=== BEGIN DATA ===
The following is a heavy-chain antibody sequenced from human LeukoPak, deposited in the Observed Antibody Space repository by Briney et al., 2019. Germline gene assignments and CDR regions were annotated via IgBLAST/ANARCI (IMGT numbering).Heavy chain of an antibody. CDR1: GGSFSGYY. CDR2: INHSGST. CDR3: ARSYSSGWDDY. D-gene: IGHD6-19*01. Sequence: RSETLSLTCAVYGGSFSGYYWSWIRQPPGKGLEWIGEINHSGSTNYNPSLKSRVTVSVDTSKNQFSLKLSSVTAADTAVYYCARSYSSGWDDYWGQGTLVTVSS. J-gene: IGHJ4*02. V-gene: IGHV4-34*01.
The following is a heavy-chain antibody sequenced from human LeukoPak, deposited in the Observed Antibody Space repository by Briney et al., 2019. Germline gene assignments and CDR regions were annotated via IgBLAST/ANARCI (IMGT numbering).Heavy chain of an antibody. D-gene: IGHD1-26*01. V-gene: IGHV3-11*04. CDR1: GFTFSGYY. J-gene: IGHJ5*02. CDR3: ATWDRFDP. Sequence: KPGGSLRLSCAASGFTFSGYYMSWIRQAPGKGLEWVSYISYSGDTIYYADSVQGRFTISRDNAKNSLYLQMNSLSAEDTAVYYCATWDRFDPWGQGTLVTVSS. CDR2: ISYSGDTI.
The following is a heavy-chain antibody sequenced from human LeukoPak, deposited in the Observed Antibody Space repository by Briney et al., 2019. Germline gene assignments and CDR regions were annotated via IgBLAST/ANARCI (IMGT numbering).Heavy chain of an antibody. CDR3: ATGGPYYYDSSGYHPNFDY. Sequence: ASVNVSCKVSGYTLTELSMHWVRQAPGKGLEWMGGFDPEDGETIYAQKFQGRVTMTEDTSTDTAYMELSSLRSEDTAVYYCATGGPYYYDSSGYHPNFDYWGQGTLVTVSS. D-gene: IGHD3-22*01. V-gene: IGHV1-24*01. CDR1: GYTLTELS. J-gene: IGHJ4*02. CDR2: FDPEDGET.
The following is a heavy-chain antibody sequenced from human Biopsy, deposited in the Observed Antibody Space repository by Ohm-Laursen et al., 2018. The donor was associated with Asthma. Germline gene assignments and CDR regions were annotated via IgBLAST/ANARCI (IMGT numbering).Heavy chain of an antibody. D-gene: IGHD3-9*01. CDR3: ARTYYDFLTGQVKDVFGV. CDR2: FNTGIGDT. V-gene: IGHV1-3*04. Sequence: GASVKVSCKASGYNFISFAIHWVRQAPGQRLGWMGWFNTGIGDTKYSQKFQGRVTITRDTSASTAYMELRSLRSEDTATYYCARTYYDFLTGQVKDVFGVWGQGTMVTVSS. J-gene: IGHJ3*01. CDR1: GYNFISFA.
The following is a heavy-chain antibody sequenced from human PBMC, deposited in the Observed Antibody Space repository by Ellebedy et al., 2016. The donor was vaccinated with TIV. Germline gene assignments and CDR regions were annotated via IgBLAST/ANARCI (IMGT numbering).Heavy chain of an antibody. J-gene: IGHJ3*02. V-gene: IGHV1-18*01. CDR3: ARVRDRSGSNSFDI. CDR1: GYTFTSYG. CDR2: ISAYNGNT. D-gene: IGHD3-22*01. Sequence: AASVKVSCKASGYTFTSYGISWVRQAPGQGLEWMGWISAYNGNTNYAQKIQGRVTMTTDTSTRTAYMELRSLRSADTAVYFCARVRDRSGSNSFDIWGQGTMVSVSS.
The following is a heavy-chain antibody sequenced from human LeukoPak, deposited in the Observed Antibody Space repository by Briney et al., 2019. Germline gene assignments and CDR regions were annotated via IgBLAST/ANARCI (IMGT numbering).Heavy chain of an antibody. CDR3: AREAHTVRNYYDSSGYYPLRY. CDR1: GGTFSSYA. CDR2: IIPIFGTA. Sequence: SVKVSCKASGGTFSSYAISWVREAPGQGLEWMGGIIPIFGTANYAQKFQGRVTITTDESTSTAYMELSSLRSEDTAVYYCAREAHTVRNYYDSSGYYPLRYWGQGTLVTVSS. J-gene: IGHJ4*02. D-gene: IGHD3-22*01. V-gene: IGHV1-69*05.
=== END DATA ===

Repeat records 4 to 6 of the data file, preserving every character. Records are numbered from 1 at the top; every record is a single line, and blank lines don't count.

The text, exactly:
The following is a heavy-chain antibody sequenced from human Biopsy, deposited in the Observed Antibody Space repository by Ohm-Laursen et al., 2018. The donor was associated with Asthma. Germline gene assignments and CDR regions were annotated via IgBLAST/ANARCI (IMGT numbering).Heavy chain of an antibody. D-gene: IGHD3-9*01. CDR3: ARTYYDFLTGQVKDVFGV. CDR2: FNTGIGDT. V-gene: IGHV1-3*04. Sequence: GASVKVSCKASGYNFISFAIHWVRQAPGQRLGWMGWFNTGIGDTKYSQKFQGRVTITRDTSASTAYMELRSLRSEDTATYYCARTYYDFLTGQVKDVFGVWGQGTMVTVSS. J-gene: IGHJ3*01. CDR1: GYNFISFA.
The following is a heavy-chain antibody sequenced from human PBMC, deposited in the Observed Antibody Space repository by Ellebedy et al., 2016. The donor was vaccinated with TIV. Germline gene assignments and CDR regions were annotated via IgBLAST/ANARCI (IMGT numbering).Heavy chain of an antibody. J-gene: IGHJ3*02. V-gene: IGHV1-18*01. CDR3: ARVRDRSGSNSFDI. CDR1: GYTFTSYG. CDR2: ISAYNGNT. D-gene: IGHD3-22*01. Sequence: AASVKVSCKASGYTFTSYGISWVRQAPGQGLEWMGWISAYNGNTNYAQKIQGRVTMTTDTSTRTAYMELRSLRSADTAVYFCARVRDRSGSNSFDIWGQGTMVSVSS.
The following is a heavy-chain antibody sequenced from human LeukoPak, deposited in the Observed Antibody Space repository by Briney et al., 2019. Germline gene assignments and CDR regions were annotated via IgBLAST/ANARCI (IMGT numbering).Heavy chain of an antibody. CDR3: AREAHTVRNYYDSSGYYPLRY. CDR1: GGTFSSYA. CDR2: IIPIFGTA. Sequence: SVKVSCKASGGTFSSYAISWVREAPGQGLEWMGGIIPIFGTANYAQKFQGRVTITTDESTSTAYMELSSLRSEDTAVYYCAREAHTVRNYYDSSGYYPLRYWGQGTLVTVSS. J-gene: IGHJ4*02. D-gene: IGHD3-22*01. V-gene: IGHV1-69*05.